A geothermal heat pump uses the earth to heat and cool a house. There are two types of geothermal heat pump systems. One type of system is direct exchange. These systems, also known as a single loop, consist of a refrigerant in a copper tube. The coolant leaves the heat pump, goes out of the house, and under the ground where it exchanges heat with the ground then returns to the heat pump. These systems are gaining popularity due to their efficiency and low operating cost.
The other type of geothermal heat pump is a double loop. In this system, the refrigerant loop exchanges heat with a secondary loop made of plastic pipe filled with antifreeze fluid. The plastic pipe leaves the house and exchanges heat with the ground.
There are three basic components to a geothermal system. They are the length of buried tubing, a liquid pump pack, and a water source heat pump. The buried tubing (which is usually 400-600 feet) is where the heat exchange occurs between the earth and the enclosed heat transfer fluid. The number of loops that you need will depend on the size of your house: 3 to 5 loops is not uncommon.
The next component is a liquid pump. This is what pumps the heat transfer fluid through the system.
The last piece of the system is the heat pump. This water source heat pump is what replaces your standard boiler or furnace.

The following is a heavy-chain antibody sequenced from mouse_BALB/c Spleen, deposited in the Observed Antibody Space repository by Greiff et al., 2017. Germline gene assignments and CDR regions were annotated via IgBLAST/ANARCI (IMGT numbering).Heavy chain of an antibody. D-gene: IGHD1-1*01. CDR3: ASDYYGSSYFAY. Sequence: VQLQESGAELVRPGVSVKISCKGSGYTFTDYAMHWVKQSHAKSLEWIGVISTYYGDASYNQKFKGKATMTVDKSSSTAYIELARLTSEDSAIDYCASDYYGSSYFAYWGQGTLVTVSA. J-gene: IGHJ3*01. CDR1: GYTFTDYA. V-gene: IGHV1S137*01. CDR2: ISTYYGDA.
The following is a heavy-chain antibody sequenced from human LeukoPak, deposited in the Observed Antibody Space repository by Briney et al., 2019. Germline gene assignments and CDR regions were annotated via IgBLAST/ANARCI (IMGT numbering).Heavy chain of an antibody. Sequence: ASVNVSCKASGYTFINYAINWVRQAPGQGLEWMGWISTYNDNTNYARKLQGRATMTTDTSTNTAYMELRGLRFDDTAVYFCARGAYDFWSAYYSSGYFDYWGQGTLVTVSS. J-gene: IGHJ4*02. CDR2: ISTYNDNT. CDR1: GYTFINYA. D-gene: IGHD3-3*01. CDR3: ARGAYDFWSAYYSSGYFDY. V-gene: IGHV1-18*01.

There are different types of heat pumps. Water-to-air heat pumps are designed to replace forced hot air systems. In addition to providing heat in the winter, they work as a central air conditioner in the summer.
The next type of system is water-to-water. This heat pump is used to provide heat in structures that use hot water as the heating medium. This would include baseboard radiators and radiant floor heating systems. The biggest drawback with this system is that it is not capable of providing air conditioning during the hot summer months.
Finally, there is a hybrid heat pump system. This pump is capable of producing forced air heat and hot water. These systems are used in houses that have combination heating systems. A typical example would be a house that might have a radiant floor heating system in the garage or basement, but also has a forced hot air system for the rest of the house.
Geothermal heating is gaining in popularity, and for good reason. Rising energy costs and advanced in technology are the primary reasons. A typical homeowner can expect to save between 30% and 70% on utility costs if they size and install their system properly.
Geothermal heat also provides homeowners with independence from the volatile and rising cost of oil and gas.